For me, geranium is a good partner for Atlas cedarwood. Together, they help me move into a place of stability, especially when I feel overwhelmed with stress. A little citrus, like orange, lemon, or bergamot in the mix helps me get motivated to move some of the stress energy into my artistic pursuits, giving me a creative outlet for whatever is driving me. I use 3-4 drops of Atlas cedarwood with 1 drop of geranium and 1-2 drops of bitter orange or whichever citrus tickles my fancy at the time.

If you want to focus on female hormonal imbalances, you may want to try a little clary sage in that formula or as a substitute for the Atlas cedarwood. Likewise, a little rosemary will shift the focus to your adrenal system, so you can substitute that for the Atlas cedarwood or add it to the formula as is.

If you’re working on Emotional Balance, consider pairing geranium with other heart-centered essential oils, like clary sage, frankincense, vetiver, and ginger. Each of these are generally grounding and restorative. Paired with geranium, they can help you open to your emotional experiences in a way that feels safe and healing, allowing you to release what you must let go and integrate that which needs to be incorporated into your psyche, without feeling overwhelmed and thus inclined to return to your former pattern.

As a topical, geranium is generally non-toxic and non-irritant. It can be used with other anti-fungal and anti-microbial essential oils to treat topical conditions, like eczema or rashes. It can, of course, be used topically as a perfume or topical aromatherapy treatment, too. That is particularly useful if you lead an active life, making it hard to incorporate a nebulizer or aromatherapy burner into your routine. Use a dilution rate of 2-10 percent geranium essential oil to carrier oil or liniment base.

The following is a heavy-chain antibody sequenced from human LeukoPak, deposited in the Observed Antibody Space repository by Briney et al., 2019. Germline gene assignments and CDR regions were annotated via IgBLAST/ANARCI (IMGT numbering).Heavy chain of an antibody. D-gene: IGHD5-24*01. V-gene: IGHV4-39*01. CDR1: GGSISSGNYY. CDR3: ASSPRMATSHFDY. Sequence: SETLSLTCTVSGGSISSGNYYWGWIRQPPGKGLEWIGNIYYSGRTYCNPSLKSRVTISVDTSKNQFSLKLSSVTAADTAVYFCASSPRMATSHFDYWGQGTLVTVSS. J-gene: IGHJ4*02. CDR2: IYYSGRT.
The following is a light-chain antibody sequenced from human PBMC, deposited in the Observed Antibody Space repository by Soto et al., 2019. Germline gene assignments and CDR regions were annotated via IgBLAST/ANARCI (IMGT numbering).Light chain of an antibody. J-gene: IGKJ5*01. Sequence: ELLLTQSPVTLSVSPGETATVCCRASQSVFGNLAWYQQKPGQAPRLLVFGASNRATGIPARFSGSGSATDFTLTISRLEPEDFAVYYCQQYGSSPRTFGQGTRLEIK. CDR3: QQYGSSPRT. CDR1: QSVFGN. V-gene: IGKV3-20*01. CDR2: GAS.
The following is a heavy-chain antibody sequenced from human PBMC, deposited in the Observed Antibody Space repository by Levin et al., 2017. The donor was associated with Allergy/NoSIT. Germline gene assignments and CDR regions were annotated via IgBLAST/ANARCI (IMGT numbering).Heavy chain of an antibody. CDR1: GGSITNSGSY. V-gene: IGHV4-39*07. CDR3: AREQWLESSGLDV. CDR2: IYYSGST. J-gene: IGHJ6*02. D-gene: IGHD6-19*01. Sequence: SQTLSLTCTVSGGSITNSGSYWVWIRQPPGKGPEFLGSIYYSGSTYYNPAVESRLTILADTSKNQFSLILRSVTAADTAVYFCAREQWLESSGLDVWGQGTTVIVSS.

Cautions

Avoid using geranium essential oil internally during pregnancy, particularly the first trimester. Sensitive individuals may find geranium overwhelming. Proceed with caution if that’s the case.

Resources

Candace Hunter

Candace Hunter is a self-taught herbalist and artist who never, ever practices on guinea pigs in part because her family and friends are generally up to the job. She is co-author of The Practical Herbalist's Herbal Folio series and author of Herbalism for the Zombie Apocalypse. She edits The Practical Herbalist website and Practical Herbalist Press publications. She has also recently entered into the field of podcasting with reckless abandon. Listen to her on Real Herbalism Radio today, see her work at CandaceHunter.com, or find her on Facebook at Candace Hunter Creations.